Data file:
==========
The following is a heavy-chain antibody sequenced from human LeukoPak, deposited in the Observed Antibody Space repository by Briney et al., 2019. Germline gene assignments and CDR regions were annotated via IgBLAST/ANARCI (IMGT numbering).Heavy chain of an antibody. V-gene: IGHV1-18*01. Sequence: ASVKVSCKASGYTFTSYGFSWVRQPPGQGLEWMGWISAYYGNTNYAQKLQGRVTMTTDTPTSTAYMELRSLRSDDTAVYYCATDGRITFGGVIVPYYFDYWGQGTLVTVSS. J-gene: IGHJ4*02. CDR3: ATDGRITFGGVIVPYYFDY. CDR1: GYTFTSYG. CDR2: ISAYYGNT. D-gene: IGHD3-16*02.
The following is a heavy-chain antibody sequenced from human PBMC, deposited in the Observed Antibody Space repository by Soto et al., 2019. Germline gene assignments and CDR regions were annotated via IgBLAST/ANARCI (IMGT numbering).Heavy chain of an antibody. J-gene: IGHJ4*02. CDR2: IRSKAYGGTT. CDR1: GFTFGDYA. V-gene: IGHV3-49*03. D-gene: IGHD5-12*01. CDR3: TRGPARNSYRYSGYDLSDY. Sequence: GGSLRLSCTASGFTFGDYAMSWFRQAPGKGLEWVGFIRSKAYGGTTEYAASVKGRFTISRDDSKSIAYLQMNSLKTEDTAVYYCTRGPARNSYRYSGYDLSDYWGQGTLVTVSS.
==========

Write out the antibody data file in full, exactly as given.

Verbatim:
The following is a heavy-chain antibody sequenced from human LeukoPak, deposited in the Observed Antibody Space repository by Briney et al., 2019. Germline gene assignments and CDR regions were annotated via IgBLAST/ANARCI (IMGT numbering).Heavy chain of an antibody. V-gene: IGHV1-18*01. Sequence: ASVKVSCKASGYTFTSYGFSWVRQPPGQGLEWMGWISAYYGNTNYAQKLQGRVTMTTDTPTSTAYMELRSLRSDDTAVYYCATDGRITFGGVIVPYYFDYWGQGTLVTVSS. J-gene: IGHJ4*02. CDR3: ATDGRITFGGVIVPYYFDY. CDR1: GYTFTSYG. CDR2: ISAYYGNT. D-gene: IGHD3-16*02.
The following is a heavy-chain antibody sequenced from human PBMC, deposited in the Observed Antibody Space repository by Soto et al., 2019. Germline gene assignments and CDR regions were annotated via IgBLAST/ANARCI (IMGT numbering).Heavy chain of an antibody. J-gene: IGHJ4*02. CDR2: IRSKAYGGTT. CDR1: GFTFGDYA. V-gene: IGHV3-49*03. D-gene: IGHD5-12*01. CDR3: TRGPARNSYRYSGYDLSDY. Sequence: GGSLRLSCTASGFTFGDYAMSWFRQAPGKGLEWVGFIRSKAYGGTTEYAASVKGRFTISRDDSKSIAYLQMNSLKTEDTAVYYCTRGPARNSYRYSGYDLSDYWGQGTLVTVSS.